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  1. #1 Florida voting rolls contain dead people, duplicates, ineligible felons 
    An Adversary of Linda #'s
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    Aug 2005
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    Florida voting rolls contain dead people, duplicates, ineligible felons

    "This is getting to be F*cking Rediculous. These People Are A Bunch Of Crooks Including The Govenor !"

    Florida Law:
    Elections officials are required to remove from voter rolls deceased people, fictitious people, duplicate registrations and people who are registered at the wrong addresses.
    Multiple registrations. Dead people. A growing number of felons. A Sun Sentinel investigation finds more problems with our voting rolls.
    ..................................................

    Multiple registrations. Dead people. A growing number of felons. A Sun Sentinel investigation finds more problems with our voting rolls.

    Still dead Mattie Lee Blitch has been dead 23 years but she's still registered to vote in Palm Beach County.

    Recent college graduate Brett Ackerman is registered three times in two counties.

    And convicted felon Joseph Muro just signed up to vote from a state mental institution for the criminally insane.

    With balloting well under way in the general election, the Sun Sentinel found more than 65,000 ineligible and duplicate voters on Florida's registration rolls.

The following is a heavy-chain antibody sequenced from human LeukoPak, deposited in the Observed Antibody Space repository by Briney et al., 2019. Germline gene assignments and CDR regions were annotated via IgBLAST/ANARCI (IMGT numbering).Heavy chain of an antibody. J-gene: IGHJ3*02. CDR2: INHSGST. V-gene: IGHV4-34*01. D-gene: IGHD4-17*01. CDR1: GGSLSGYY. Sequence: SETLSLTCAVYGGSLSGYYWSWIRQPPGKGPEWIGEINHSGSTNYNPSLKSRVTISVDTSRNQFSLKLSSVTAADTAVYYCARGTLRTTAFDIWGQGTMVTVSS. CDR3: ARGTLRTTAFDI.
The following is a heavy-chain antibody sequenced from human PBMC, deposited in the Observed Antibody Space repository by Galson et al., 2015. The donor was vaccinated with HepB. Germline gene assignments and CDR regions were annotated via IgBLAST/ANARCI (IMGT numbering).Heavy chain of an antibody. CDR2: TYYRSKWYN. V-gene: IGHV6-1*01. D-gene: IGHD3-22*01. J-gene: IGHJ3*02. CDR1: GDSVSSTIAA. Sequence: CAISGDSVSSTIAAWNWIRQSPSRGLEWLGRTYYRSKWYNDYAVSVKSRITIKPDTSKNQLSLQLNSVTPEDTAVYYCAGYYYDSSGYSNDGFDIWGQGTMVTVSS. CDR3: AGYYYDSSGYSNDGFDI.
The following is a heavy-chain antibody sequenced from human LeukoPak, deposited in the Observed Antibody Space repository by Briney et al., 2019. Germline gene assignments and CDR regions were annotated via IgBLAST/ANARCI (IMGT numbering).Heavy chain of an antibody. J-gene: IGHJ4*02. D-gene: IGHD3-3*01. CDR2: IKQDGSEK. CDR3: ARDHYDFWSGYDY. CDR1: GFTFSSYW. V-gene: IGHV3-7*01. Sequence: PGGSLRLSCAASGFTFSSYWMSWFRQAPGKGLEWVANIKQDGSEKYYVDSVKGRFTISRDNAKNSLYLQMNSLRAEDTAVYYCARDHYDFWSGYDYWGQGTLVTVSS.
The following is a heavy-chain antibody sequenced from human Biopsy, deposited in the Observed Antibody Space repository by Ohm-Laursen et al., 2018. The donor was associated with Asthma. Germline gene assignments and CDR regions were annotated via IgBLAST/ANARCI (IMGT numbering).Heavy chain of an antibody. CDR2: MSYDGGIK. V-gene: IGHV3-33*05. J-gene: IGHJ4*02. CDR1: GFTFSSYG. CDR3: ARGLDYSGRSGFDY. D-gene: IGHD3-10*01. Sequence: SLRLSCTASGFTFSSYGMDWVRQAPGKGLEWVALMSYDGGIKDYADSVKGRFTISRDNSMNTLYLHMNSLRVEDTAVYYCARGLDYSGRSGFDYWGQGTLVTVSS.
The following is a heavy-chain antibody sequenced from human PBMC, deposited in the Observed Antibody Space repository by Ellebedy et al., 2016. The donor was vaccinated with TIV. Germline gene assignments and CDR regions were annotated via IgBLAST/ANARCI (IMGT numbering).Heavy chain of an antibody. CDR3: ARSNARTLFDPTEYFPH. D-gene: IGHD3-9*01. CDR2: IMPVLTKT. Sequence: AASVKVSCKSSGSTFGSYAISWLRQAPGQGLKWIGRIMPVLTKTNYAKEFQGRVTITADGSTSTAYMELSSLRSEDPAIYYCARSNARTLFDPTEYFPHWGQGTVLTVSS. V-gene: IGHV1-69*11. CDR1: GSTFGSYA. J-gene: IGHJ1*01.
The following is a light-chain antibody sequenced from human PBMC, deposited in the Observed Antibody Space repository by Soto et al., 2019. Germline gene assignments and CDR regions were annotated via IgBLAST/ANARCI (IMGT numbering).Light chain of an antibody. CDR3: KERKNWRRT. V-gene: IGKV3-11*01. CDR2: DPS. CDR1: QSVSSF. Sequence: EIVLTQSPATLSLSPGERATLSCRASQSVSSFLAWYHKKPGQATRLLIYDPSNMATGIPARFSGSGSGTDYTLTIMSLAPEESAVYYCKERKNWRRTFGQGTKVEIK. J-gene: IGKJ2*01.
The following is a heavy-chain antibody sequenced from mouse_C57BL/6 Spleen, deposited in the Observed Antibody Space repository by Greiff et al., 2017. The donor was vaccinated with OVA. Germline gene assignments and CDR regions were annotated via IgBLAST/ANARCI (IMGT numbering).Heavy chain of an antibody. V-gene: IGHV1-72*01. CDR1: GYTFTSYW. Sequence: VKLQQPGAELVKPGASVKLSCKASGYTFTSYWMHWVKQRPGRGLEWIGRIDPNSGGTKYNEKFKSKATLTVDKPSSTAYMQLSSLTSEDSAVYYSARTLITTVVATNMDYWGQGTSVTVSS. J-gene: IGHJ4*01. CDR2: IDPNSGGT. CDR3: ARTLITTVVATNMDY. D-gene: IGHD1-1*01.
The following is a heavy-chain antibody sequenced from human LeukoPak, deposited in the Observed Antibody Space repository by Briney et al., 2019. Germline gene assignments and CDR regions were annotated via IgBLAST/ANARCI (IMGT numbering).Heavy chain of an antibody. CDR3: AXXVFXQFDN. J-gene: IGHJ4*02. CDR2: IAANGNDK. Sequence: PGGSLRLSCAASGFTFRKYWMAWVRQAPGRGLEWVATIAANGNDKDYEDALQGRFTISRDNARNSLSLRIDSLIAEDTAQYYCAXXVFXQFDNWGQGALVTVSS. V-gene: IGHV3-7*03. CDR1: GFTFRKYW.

That includes at least 600 dead people, 32,000 voters registered more than once and a growing number of convicted felons now more than 33,000 who by law should not be allowed to cast ballots.

    Political analysts say the potential for widespread fraud in the names of dead or duplicate voters is low, although dead voters did play a role in the 1997 Miami mayor's race. Ineligible felons, however, could influence a close election in a state that decided the 2000 presidential race by 537 votes.

    Florida is not alone with its sloppy registrations, despite a federal law requiring states to keep accurate voter rolls. The Help America Vote Act required states to develop voter registration databases "largely in response to Florida in 2000 because, really, a good registration roll is the basis of a good election," said Dan Seligson, editor of electionline .org, operated by the nonpartisan Pew Center on the States.

    Florida has spent more than $22 million on its voter database, launched in 2006. The state Division of Elections is responsible for identifying duplicate and ineligible voters, and the counties are supposed to remove them. Elections officials at both levels acknowledge problems but blame each other.

    They say massive voter-registration drives in a historic election have left little time to clean up the rolls. But the Sun Sentinel found officials make scant headway even in non-election lulls, with many ineligible voters remaining on the rolls for years.